Americans spent $1.5 billion on cold and flu supplements and other "immunity boosters" in 2007.
Bob Martin says he hasn't caught a cold in years, not since he discovered echinacea and goldenseal. For the past decade, the 60-year-old teacher from Placitas, N.M., has taken the herbal supplements in megadoses three times a day at the first sign of a sniffle. Now he only gets sick if he doesn't dose himself in time, he says.
"It's been years since I've had a cold," says Martin. "I take the herbs, climb under the blanket, and I'm fine the next day. They nip it in the bud."
Martin is not alone in his faith in herbal remedies, which he also takes for toothaches, earaches, and other ailments. According to the Nutrition Business Journal, Americans spent $1.5 billion on cold and flu supplements and other "immunity boosters" in 2007, and the market is growing at twice the rate as that of the standard, over-the-counter, cough-and-cold-remedy market.
But do these alternative treatments actually work?
Martin and plenty of other consumers answer a resounding "yes," but experts say that, overall, there's little evidence-based scientific literature on the subject. In fact, the makers of Airborne, the ubiquitous "effervescent health formula," settled a class-action lawsuit to the tune of $23.3 million in 2008. The charge? The Center for Science in the Public Interest, which helped litigate the suit, and the Federal Trade Commission, which filed a separate complaint against the manufacturer, said the company made false and unsubstantiated claims when it said its product could fight germs or prevent colds.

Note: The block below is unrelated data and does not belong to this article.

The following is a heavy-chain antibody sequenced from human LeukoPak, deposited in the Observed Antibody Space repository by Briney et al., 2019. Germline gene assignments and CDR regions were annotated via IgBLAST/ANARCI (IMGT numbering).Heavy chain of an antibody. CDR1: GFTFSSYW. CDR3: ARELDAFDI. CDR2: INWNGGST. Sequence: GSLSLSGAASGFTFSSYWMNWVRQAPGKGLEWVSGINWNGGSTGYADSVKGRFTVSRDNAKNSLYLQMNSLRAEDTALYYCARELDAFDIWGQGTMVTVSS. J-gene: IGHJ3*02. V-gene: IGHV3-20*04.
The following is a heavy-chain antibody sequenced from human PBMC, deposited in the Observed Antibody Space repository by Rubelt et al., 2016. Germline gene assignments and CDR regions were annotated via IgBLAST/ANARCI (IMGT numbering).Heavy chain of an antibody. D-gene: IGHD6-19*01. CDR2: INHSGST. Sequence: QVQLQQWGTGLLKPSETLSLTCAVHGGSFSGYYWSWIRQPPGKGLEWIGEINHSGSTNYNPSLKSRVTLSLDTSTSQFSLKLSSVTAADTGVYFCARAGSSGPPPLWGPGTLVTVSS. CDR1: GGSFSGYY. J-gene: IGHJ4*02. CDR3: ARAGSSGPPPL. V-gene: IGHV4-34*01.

"Only a very, very small number of compounds have undergone peer review," says Frank Esper, MD, member of the division of pediatric infectious diseases at Rainbow Babies and Children's Hospital, in Cleveland. "What you see is anecdotal."
And the ones that have undergone peer review generally come back with mixed reviews.
The evidence is often not strong, and it can be conflicting. "But there is some good evidence that some of these things can be effective," says David Leopold, MD, director of integrative medical education at the Scripps Center for Integrative Medicine and a faculty member with the Scripps Natural Supplement Conference, in La Jolla, Calif.
Herbal remedies don't seem to prevent colds, but they may help curb symptoms or shorten their duration, he says. "The things I talk about will reduce duration 24 or 36 hours, which is significant if you're out doing things," Dr. Leopold says. "They also seem to decrease severity of symptomology."